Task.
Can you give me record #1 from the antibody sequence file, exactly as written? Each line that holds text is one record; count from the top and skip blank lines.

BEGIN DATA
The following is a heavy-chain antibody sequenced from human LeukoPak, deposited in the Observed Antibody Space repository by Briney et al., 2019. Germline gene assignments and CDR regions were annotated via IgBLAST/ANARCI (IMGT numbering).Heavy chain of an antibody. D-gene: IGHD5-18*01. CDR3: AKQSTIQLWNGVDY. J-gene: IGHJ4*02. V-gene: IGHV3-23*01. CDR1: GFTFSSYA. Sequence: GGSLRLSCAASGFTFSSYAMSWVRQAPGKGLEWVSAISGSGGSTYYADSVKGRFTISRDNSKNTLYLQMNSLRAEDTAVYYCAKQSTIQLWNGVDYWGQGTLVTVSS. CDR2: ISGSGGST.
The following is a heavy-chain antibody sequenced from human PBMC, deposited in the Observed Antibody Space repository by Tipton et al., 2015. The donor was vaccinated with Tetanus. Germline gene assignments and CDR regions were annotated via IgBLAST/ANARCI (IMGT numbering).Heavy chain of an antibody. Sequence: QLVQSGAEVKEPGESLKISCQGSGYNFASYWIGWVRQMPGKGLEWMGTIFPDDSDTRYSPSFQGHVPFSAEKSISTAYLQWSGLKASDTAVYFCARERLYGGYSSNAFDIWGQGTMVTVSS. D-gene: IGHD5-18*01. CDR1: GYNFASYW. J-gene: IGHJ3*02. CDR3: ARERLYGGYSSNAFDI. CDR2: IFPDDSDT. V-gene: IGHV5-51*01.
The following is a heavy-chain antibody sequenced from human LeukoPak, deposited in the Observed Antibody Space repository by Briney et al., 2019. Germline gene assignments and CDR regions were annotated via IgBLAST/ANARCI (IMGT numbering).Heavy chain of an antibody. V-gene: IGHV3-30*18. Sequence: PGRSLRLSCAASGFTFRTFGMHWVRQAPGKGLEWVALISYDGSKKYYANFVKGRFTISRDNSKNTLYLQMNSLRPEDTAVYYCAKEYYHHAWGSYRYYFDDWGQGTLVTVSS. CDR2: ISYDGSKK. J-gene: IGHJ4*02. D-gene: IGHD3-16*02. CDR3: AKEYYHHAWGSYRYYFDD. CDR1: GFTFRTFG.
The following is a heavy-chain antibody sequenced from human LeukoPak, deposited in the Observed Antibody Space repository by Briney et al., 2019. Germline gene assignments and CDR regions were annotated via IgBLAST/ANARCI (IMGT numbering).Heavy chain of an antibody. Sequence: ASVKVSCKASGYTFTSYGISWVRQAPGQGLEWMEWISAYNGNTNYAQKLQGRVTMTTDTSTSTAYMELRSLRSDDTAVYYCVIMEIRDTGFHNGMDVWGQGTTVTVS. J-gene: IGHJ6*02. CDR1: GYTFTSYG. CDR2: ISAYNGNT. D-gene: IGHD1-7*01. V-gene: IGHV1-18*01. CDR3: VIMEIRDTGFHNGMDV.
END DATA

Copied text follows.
The following is a heavy-chain antibody sequenced from human LeukoPak, deposited in the Observed Antibody Space repository by Briney et al., 2019. Germline gene assignments and CDR regions were annotated via IgBLAST/ANARCI (IMGT numbering).Heavy chain of an antibody. D-gene: IGHD5-18*01. CDR3: AKQSTIQLWNGVDY. J-gene: IGHJ4*02. V-gene: IGHV3-23*01. CDR1: GFTFSSYA. Sequence: GGSLRLSCAASGFTFSSYAMSWVRQAPGKGLEWVSAISGSGGSTYYADSVKGRFTISRDNSKNTLYLQMNSLRAEDTAVYYCAKQSTIQLWNGVDYWGQGTLVTVSS. CDR2: ISGSGGST.